FAQs

Northern Rough-winged Swallow

Northern Rough-winged Swallow

Got a question? Here are some common questions and answers to them.

Injured & Orphaned

I’ve found a baby bird that seems to be lost or abandoned, or injured. What should I do? Before you go near the bird, see our Injured & Orphaned page for help with this situation. Usually young birds that seem abandoned are not. And injured wild animals need highly specialized care.

Bird Behavior

Yesterday around 4:30 pm, we witnessed thousands (we’re not exaggerating) of crows massing in groups over northern Poughkeepsie. We followed them to see where they were heading and found them perched in trees near Rte. 9 around the Mid-Hudson Bridge. There were so many that the boughs of the trees were sagging. What were they doing and why? Crows are very social animals. During late fall and winter, they congregate nightly in enormous roosts, only to disperse again in the morning, when they often travel for miles to their favorite feeding places.

I saw a bird limping along with one wing stretched out as if it were hurt. When I got close to it, it flew away. Why did the bird behave this way? The bird was most likely a Killdeer with young chicks nearby. Killdeer and some other birds feign injury as a distraction display to draw the attention of potential predators away from the area where their chicks are.

I saw a bird sitting on top of an anthill. Is this normal? What you saw was probably a behavior known as anting. Many birds engage in this activity from time to time. Sometimes a bird will actually pick up ants and place them between their feathers, while others will simply sit on the anthill and allow the ants to crawl onto them. Although the behavior is not well understood, it is believed that the formic acid from the ants may act as a pesticide to help the birds control parasites in their feathers and on their skin.

There is a bird constantly attacking my window. Why is it doing that and what should I do? This is territorial behavior seen in some individual birds in the springtime. Occasionally, a male bird will see his own reflection and attack it, thinking that it is another male encroaching on his territory. Once the bird has this in his head, he can’t seem to shake it and keeps attacking. Usually the behavior stops after several days, but sometimes it will go on longer. Since it is the reflection that triggers the behavior, it is sometimes seen at sideview mirrors or other reflective surfaces of vehicles. One way to discourage this behavior (and reduce window strikes by birds as well) is to break up the reflectiveness of the surface being attacked. Some people hang ribbons over their windows to accomplish this. A sideview mirror can be covered with a paper bag when the car is not in use (this technique was observed at a local post office parking lot).

A bird is pecking at the walls of my house. What should I do to stop this? The bird is most likely in the woodpecker family. If it is springtime, the bird is most likely establishing its breeding territory. Woodpeckers commonly drum on trees to signal to others that the territory is taken. The Northern Flicker, which is a woodpecker, drums on all kinds of resonant objects, including rain gutters, and telephone poles. Sometimes, woodpeckers actually look for food in the wood siding or trim of a house and this is very difficult to discourage. See our Nuisance Birds page on this website.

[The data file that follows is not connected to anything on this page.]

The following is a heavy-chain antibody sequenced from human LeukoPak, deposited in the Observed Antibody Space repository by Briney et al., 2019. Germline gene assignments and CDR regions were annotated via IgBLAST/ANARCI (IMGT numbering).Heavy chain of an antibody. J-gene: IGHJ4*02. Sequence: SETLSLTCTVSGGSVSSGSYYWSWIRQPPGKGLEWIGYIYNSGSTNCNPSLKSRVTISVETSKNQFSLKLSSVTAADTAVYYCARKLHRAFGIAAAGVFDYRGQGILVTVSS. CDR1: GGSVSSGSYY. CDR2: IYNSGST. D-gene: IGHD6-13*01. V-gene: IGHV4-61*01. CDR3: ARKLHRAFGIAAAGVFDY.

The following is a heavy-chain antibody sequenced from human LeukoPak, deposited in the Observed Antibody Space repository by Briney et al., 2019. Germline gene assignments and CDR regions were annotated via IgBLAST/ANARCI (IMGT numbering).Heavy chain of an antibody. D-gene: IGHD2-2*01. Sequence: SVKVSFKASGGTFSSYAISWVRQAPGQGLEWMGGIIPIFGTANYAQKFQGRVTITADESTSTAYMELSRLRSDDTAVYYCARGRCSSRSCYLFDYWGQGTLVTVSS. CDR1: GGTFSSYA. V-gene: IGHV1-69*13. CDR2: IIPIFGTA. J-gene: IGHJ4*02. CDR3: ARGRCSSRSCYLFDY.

Bird Biology

What is a band code? A band code is a unique species identifier stamped into a metal ring that is placed around a bird’s leg during banding. North American band codes consist of four letters and are established by the U.S. Department of the Interior Fish and Wildlife Service Bird Banding Laboratory. If the bird’s name is two words long, the band code is made up of the first two letters of the first word, followed by the first two letters of the second word. For example, the Northern Cardinal’s band code is NOCA. If there are three words in the name, the code uses the first letter of each of the first two words, plus the first two letters of the third one. So Great Blue Heron = GBHE and Red-winged Blackbird = RWBL. Of course, there are exceptions made when these rules would result in identical band codes for multiple species. For example, Cedar Waxwing = CEDW and Cerulean Warbler = CERW. Note that in this case, the first three letters of the first word are used, followed by the first letter of the second word.

What is asynchronous hatching and why does it occur? Asynchronous hatching helps many species of birds propagate successfully. These birds lay their eggs over a period of several days. As incubation completes, the eggs hatch one by one, so that the chicks that hatch earliest become the largest and strongest, while the last to hatch are the smallest. Usually, all the chicks survive. However, in years when food is in short supply, the larger chicks survive but the smaller ones cannot compete with them. This may seem cruel to the smallest chicks but, from a species survival standpoint, it is a better alternative than to lose the entire brood because none of the chicks can be adequately nourished.

What is a decurved bill? A decurved bill curves downward. Birds that have decurved bills include Ibis and Whimbrel. The opposite, a bill that curves upward, is called a recurved bill. Avocets and Black-necked Stilts have recurved bills. Other commonly used terms to describe bill shape include conical (cone-shaped), short (shorter than the head), long (longer than the head), and hooked (in which the top half of the bill-the upper mandible-extends beyond the lower one in a hook shape). The shape of a bird’s bill is usually very important to its function. For example, conical bills belong to seed or kernel-eating birds, while hooked bills allow raptors to tear into flesh. Crossed bills (as in White-winged Crossbill) are highly specialized for removing seeds from pine cones. Decurved and recurved bill shapes usually facilitate foraging in particular environments.

What is eclipse plumage and why does it occur? Because feathers wear over time, birds renew them each year in a process called molting. In fact, some species do so twice a year. Male ducks molt into drab plumage, called eclipse plumage, before beginning to replace their flight feathers. The reason for replacing colorful feathers with such dull ones is that ducks will become virtually unable to fly during the molt of their flight feathers. Drab plumage will make the ducks less conspicuous, thus reducing their vulnerability to predators. The bright colors will return in time for breeding season.

Bird ID